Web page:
I knew ancestors from both sides of my family immigrated to America in the early 1700s to late 1800s and settled in Downeast Maine (Machias, Machiasport, Trescott and Lubec).

It’s nice to see that my DNA results match the family tree I have been researching!

This is my original DNA results for comparison.

AncestryDNAStory-Sherry-220118

 

 

 

Dad and Mom sailing on Indian Lake. 1970s.

Dad (James “Gene” Rier) and Mom (Louise Johnson Rier) loved to sail on the Sailfish. When I was small, Dad built a sailboat they both enjoyed on Indian Lake.

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Dad sailing with my brother David in the Bucks Harbor Race, 1981. This is one of my favorite photos of Dad. Now that’s a happy face!

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As kids, my brothers and I spent many hours on the Sailfish, and we continued to sail as adults.

Me sailing on Indian Lake about 2006.

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My son, Jason, sailing on the Sunfish, summer 2018.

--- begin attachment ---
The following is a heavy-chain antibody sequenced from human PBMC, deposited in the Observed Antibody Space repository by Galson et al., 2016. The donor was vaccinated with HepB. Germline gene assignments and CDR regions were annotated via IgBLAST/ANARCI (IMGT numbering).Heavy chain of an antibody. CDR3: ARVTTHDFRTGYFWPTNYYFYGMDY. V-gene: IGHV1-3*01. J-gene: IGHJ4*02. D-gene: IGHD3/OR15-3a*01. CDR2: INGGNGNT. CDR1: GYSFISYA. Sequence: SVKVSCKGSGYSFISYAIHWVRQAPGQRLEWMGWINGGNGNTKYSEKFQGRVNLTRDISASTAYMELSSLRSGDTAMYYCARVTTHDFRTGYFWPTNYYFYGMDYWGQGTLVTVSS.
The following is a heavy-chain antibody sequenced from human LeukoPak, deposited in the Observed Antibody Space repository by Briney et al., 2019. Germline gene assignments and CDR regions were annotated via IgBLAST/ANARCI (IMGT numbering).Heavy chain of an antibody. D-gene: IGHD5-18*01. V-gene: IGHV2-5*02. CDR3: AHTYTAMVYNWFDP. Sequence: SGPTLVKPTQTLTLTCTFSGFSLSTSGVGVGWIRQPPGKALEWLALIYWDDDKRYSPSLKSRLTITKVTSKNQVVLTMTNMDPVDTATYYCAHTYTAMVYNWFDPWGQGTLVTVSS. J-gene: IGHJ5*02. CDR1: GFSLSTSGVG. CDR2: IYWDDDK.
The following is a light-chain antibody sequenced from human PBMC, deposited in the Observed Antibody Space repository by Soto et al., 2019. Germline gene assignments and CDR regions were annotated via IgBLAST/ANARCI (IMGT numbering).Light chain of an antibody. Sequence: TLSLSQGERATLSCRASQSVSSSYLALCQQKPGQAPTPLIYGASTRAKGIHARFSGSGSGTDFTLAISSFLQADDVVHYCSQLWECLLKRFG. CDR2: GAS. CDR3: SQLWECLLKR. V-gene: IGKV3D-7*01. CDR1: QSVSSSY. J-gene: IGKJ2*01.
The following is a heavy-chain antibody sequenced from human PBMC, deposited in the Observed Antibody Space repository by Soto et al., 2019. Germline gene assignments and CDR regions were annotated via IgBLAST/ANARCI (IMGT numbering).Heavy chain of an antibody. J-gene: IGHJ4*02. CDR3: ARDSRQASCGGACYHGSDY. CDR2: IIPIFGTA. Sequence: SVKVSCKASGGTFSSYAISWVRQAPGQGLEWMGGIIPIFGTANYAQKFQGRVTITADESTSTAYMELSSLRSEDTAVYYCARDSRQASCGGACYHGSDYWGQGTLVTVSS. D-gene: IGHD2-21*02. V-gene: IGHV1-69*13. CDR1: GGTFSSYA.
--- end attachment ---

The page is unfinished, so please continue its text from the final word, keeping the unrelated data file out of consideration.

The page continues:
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This year, as in other years, the Passamaquoddy Yacht Club taught children ages 10 to 17 the basics of sailing. Wonderful to see!

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Me completing the boat captain course in Rockland, Maine. 2012. Now that’s a happy face!

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Related post:

Growing Up in the 50s and 60s, We Knew How To Have Fun!

 

Noni MacBride’s Blueberry Cake

Whenever our family visited Dr. Bob and Noni at their home in Lubec, there often was fresh blueberry cake in the kitchen this time of year. Mom made it too over the years. Now when I make this cake and the delicious smell wafts through the air, I am filled with memories. Noni’s blueberry cake recipe was published in my favorite old cookbook of Lubec recipes (1988). It’s one of my most valued cookbooks.